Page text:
The potential of next generation FinTech (Financial Technology) could be the big bang disruption to fuel the growth in financial markets and regulatory agencies. London is one of the major cities at the center of global technology-led financial services. James Powell, Chief Technology Officer, Thomson Reuters, will host a diverse panel of FinTech influencers and innovators who are helping to move the UK financial industry toward the £20 billion mark.
Are we the decisions we make? Are our decisions our own?
The first event in a new Data Science Insights series hosted by Imperial College’s Data Science Institute in partnership with Thomson Reuters, examined how data can be used to lead your choices, and how this could be a good thing. Make sure to check out the full video and highlights at the bottom of the post.
Speaking on Thursday 11 December were Felicity Algate from the UK’s Behavioural Insights Team, which was the world’s first government institution dedicated to the application of behavioural sciences, and Edwina Dunn, co-founder of dunnhumby, the UK-based customer science company. Our speakers shared with us where data science has come from, and where it is going.
The poll triggered a significant debate around the globe, from London – which ranked worse than New York, Beijing, and Tokyo – to Bogota in Colombia, which ranked worst overall with women scared to travel after dark. (more…)
The need to understand more about gender identity and the challenges that trans people face brought nearly 200 people to our office in Canary Wharf on Monday June 30th, for our presentation and panel event, “Transgender: Gender Identity Explained.” This video contains highlights from the event that our Pride at Work UKI group hosted with the charity GIRES at our London, Canary Wharf office. The opening remarks were made by Jan-Coos Geesink the head of our Legal Solutions UK and Ireland team and co-sponsor of our Pride at Work network in the UK. It also features Emma Cusdin and Nicholas Creswell on the Panel. We also have short interviews at the end from a number of internal and external guests.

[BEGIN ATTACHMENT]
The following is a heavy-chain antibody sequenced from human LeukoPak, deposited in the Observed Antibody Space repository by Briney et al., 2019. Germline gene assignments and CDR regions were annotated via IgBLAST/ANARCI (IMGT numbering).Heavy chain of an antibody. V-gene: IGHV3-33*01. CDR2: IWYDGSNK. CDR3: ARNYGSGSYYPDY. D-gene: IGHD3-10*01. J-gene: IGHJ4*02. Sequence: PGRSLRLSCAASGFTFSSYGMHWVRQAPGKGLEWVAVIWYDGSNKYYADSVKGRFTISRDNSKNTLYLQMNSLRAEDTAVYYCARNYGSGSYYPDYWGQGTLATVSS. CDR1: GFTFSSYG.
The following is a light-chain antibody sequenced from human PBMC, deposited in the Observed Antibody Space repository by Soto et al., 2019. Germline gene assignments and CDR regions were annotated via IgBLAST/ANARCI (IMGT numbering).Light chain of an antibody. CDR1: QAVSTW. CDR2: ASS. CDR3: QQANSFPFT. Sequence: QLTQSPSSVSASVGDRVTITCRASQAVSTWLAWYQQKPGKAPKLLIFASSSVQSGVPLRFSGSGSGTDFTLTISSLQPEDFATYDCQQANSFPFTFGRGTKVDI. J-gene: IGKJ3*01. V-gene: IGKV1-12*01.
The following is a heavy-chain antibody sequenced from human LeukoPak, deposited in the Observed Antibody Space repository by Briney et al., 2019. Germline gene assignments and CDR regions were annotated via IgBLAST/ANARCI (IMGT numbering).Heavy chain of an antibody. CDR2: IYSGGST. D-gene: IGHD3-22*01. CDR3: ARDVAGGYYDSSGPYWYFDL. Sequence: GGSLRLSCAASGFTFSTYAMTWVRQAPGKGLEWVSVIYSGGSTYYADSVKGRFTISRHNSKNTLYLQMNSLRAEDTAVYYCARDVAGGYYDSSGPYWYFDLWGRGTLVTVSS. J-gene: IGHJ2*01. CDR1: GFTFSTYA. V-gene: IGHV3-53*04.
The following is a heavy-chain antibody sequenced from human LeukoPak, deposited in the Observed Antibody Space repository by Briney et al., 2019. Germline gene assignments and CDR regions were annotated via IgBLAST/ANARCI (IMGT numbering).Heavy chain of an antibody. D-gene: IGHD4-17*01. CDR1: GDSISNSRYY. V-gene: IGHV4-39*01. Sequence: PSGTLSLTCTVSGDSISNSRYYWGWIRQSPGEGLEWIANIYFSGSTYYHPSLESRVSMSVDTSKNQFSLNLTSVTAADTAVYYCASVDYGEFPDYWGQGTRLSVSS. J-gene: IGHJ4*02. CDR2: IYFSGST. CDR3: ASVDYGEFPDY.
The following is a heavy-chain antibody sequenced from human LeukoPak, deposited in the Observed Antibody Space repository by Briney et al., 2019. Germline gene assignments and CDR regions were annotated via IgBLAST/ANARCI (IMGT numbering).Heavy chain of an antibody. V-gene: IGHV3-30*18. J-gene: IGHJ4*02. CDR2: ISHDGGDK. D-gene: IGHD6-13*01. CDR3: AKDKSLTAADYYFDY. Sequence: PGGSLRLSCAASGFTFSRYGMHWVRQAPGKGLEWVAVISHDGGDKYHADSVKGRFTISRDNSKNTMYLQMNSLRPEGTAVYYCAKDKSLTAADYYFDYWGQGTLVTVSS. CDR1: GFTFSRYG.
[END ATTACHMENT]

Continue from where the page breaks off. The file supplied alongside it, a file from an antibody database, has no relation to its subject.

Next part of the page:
Most people don’t even ask themselves that question. They just know who they are. But for some of us, this is a really important and difficult issue, because the person we know ourselves to be does not necessarily match the assumptions made about us at birth.
The need to understand more about gender identity and the challenges that trans people face brought nearly 200 people to our office in Canary Wharf on Monday June 30th, for our presentation and panel event, “Transgender: Gender Identity Explained.” This was our second event, after our online presentation in 2012, focusing on the transgender aspect of LGBT. However, it was our first in person event with our customers and interested organizations. (more…)
By Anyani Boos, Sales Representative, Thomson Reuters
I was lucky enough to join colleagues from across Thomson Reuters at the AudaCITY Talent Rising Conference last week in London. The conferences, hosted by the Lord Mayor’s Appeal, brought together delegates from a variety of companies to debate and discuss current issues related to diversity & inclusion.
Arriving in the crypt of the Guildhall was exhilarating and I got the opportunity to meet and greet people from a broad range of companies including EY, Aon, BNY Mellon and many more. However, it wasn’t only the venue that left an impression on me. (more…)